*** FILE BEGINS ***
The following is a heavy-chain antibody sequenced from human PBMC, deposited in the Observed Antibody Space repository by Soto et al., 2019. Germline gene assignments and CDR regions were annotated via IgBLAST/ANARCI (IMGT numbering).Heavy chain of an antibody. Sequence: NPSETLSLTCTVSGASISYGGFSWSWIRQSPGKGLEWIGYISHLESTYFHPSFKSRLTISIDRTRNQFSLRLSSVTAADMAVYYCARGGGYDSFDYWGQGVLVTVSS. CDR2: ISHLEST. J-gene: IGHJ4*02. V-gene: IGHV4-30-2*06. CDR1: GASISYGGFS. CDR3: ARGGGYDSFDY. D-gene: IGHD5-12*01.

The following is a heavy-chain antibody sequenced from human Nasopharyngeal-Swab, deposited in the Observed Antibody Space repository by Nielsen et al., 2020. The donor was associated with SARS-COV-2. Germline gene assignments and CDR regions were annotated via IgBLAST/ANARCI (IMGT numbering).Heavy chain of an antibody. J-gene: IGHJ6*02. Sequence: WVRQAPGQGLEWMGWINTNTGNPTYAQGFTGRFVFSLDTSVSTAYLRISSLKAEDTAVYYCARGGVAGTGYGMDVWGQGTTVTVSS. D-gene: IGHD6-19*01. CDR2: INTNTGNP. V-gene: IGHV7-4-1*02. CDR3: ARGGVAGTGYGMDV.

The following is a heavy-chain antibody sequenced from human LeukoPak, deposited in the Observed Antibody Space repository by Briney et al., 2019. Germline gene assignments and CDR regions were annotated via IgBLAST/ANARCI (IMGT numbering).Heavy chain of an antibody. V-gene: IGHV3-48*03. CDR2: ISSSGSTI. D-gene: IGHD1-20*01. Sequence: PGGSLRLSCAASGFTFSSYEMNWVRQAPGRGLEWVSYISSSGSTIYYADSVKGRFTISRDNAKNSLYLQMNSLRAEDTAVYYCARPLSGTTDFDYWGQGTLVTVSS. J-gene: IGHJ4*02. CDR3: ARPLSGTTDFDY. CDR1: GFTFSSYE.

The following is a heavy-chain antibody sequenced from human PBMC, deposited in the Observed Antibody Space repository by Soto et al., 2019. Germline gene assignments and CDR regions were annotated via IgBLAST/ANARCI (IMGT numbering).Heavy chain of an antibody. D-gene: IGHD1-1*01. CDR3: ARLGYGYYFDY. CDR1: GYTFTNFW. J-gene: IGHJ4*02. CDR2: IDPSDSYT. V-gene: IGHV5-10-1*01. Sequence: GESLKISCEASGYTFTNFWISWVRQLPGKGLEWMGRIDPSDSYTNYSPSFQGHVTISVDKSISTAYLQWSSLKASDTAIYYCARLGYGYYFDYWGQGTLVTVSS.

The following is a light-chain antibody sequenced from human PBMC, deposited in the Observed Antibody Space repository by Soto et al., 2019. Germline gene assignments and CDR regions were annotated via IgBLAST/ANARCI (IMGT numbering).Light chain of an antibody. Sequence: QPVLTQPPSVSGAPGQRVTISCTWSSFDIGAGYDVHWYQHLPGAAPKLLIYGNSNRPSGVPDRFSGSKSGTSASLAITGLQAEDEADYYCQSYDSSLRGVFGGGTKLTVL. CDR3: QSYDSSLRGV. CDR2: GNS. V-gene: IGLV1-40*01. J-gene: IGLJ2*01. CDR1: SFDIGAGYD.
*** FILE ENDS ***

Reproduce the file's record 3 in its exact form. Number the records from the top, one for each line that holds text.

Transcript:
The following is a heavy-chain antibody sequenced from human LeukoPak, deposited in the Observed Antibody Space repository by Briney et al., 2019. Germline gene assignments and CDR regions were annotated via IgBLAST/ANARCI (IMGT numbering).Heavy chain of an antibody. V-gene: IGHV3-48*03. CDR2: ISSSGSTI. D-gene: IGHD1-20*01. Sequence: PGGSLRLSCAASGFTFSSYEMNWVRQAPGRGLEWVSYISSSGSTIYYADSVKGRFTISRDNAKNSLYLQMNSLRAEDTAVYYCARPLSGTTDFDYWGQGTLVTVSS. J-gene: IGHJ4*02. CDR3: ARPLSGTTDFDY. CDR1: GFTFSSYE.